DATE: Thursday, November 11, 2021
TO: All Capital University Faculty, Staff and Students
FROM: The Department of Information Technology
SUBJ: Spam/Phishing Attacks on Campus
Recently there has been a sharp increase in email phishing scams due to compromised Capital user accounts. A compromised account is one that is accessed by a cybercriminal who is not authorized to use that account. When student or employee accounts become compromised, those accounts are used to send spam and phishing emails to people on and off campus.
The latest phishing scam on campus involves the circulation of an email message for a “dog sitting” job opportunity. This overpayment scam plays out roughly the same way as with the “nanny or caregiver scams,” but with some slight variation.
- The scammer will reach out to you online or via text once you give them your personal contact information stating they want to hire you. Typically this is without them interviewing or seeing you in person
- An upfront financial advance offer is made by the scammer for your services, typically in the form of a money order from some type of “business” the scammer claims to work for, or a government “embassy”. They may also ask you to accept deliveries or make purchases on their behalf with promises of reimbursement
- The amount of the money order will always be written for more than the amount needed, and the recipient will be asked to keep a portion of the funds and either send the extra funds to a third party, or if they have changed their mind, return all the money as soon as possible
- If you were asked to accept deliveries or purchase items in preparation for the dog sitting position, you may be asked to forward an upfront payment to a third party (via check, wire transfer, gift cards, etc.) to cover the cost of the materials
Although the money orders from the scammer are all fake and fraudulent, many banks will still cash them and place the funds into the pet sitter’s account within a few days. However, usually within a month, the money order is returned as fraudulent, and the bank will withdraw the money from the pet sitter’s account. The bank may also charge extra fees, and may pursue the pet sitter with criminal charges for cashing a fake check.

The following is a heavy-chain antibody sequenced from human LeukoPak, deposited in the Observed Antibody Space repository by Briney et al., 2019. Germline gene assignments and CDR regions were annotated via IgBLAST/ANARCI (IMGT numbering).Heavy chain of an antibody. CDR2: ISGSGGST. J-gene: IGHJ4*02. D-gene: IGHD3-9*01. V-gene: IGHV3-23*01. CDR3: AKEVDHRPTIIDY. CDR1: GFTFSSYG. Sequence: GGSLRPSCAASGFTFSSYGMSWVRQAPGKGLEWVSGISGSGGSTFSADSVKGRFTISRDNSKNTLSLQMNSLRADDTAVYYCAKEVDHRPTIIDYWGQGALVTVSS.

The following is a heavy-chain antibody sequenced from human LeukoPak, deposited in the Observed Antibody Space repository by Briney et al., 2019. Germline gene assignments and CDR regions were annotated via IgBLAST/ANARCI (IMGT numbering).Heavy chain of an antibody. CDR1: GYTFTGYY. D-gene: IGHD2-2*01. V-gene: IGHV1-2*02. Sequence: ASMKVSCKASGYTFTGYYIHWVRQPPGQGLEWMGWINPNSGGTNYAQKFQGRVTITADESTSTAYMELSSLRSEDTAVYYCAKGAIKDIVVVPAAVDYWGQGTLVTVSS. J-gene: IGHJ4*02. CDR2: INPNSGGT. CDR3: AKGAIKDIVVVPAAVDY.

Please be aware and cautious when reviewing and/or responding to email messages with job opportunities that require you to send money up front as a condition of employment or offer to pay you in advance. Trust your instincts and remember if it sounds too good to be true, it probably is a scam. Never offer your birth date, SSN, username, bank, or other private information to anyone online. Especially if they are asking you to “confirm” something for security reasons which is a red flag of a spam. Educate yourself and read through previous email scams to get a feel for how the spam messages work.
Key Points and Red Flags in Identifying Scams
- Paying close attention to the “From” and “Reply-to” in the email address to see if it’s a valid address you recognize
- Check the body of the message to see if the English wording is awkward or if there are lots of misspellings in the sentence structure
- Be cautious if someone wants to only communicate with you via email or text messaging. Scammers do not want to talk to you over the phone or video chat
- Most job postings like this will state that they are “moving to your area”, however, they will not be able to tell you where your area is if you question them
- If someone is very keen on sending you money before meeting you, this is likely a scam! Never accept a pet-sitting assignment or payment until you’ve met a potential client in person at the initial consultation. No legitimate employer will ask you for your banking information or give you money without meeting with you
- If a potential client urges you to transfer money using a service like Western Union or MoneyGram, it’s probably a scam. Don’t send money to someone you don’t know, either in cash or through a money transfer service. Likewise, don’t deposit a check from someone you don’t know and then transfer the money
IT works diligently to help prevent and counteract spam and phishing scams through various security appliances such as Barracuda which scans every incoming email message for spam and phishing exploits. Barracuda will catch majority of exploits, however, nothing is fool-proof and it takes the cooperation from all of our campus users to help keep the infrastructure and user accounts safe at all times.
What Do I Do If I’ve Been Scammed
- If you or someone you know was tricked into transferring money for any reason, the Federal Trade Commission (FTC) wants to know about it: https://www.ftccomplaintassistant.gov/#crnt&panel1-1 so please report it
- Next you should report the incident to the money transfer company. The two common companies are MoneyGram: 1-800-666-3947 (1-800-955-7777 for Spanish) or com and Western Union: 1-800-448-1492
- Make a report and work with your bank
- Notify and report it to the caregiver web site you were contacted through so they can stop the scammer from targeting anyone else on the site. The scammer is likely trying to prey on others who are looking for work
- Finally, file a complaint with the Internet Crime Compliance Center (IC3) which is a partnership between the Federal Bureau of Investigation (FBI) and the National White Collar Crime Center.
Visit the IT Status Page for detail information on other forms of email phishing scams: https://inside.capital.edu/ITStatus/index.php/category/spam-phishing/. Questions, inquiries and concerns can be directed to the IT Help Desk, firstname.lastname@example.org or 614-236-6508. If you suspect that you have received a phishing scam, please report it email@example.com.